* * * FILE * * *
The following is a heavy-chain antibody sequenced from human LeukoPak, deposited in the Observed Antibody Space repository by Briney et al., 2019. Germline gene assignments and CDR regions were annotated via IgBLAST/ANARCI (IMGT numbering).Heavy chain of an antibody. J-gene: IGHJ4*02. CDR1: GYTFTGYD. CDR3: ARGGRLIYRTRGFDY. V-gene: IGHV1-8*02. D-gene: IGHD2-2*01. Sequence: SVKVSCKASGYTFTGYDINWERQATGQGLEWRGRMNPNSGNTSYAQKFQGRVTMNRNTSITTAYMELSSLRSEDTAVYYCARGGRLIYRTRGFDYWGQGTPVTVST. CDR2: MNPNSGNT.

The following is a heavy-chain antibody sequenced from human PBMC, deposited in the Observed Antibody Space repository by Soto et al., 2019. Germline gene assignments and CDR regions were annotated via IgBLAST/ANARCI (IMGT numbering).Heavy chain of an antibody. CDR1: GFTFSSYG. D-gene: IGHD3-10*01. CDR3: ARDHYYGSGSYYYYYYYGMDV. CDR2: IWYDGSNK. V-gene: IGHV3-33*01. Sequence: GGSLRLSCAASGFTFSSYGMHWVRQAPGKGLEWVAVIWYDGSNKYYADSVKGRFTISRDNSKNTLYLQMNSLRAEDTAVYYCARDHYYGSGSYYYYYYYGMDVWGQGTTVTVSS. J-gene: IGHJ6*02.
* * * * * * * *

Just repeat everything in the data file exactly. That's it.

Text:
The following is a heavy-chain antibody sequenced from human LeukoPak, deposited in the Observed Antibody Space repository by Briney et al., 2019. Germline gene assignments and CDR regions were annotated via IgBLAST/ANARCI (IMGT numbering).Heavy chain of an antibody. J-gene: IGHJ4*02. CDR1: GYTFTGYD. CDR3: ARGGRLIYRTRGFDY. V-gene: IGHV1-8*02. D-gene: IGHD2-2*01. Sequence: SVKVSCKASGYTFTGYDINWERQATGQGLEWRGRMNPNSGNTSYAQKFQGRVTMNRNTSITTAYMELSSLRSEDTAVYYCARGGRLIYRTRGFDYWGQGTPVTVST. CDR2: MNPNSGNT.

The following is a heavy-chain antibody sequenced from human PBMC, deposited in the Observed Antibody Space repository by Soto et al., 2019. Germline gene assignments and CDR regions were annotated via IgBLAST/ANARCI (IMGT numbering).Heavy chain of an antibody. CDR1: GFTFSSYG. D-gene: IGHD3-10*01. CDR3: ARDHYYGSGSYYYYYYYGMDV. CDR2: IWYDGSNK. V-gene: IGHV3-33*01. Sequence: GGSLRLSCAASGFTFSSYGMHWVRQAPGKGLEWVAVIWYDGSNKYYADSVKGRFTISRDNSKNTLYLQMNSLRAEDTAVYYCARDHYYGSGSYYYYYYYGMDVWGQGTTVTVSS. J-gene: IGHJ6*02.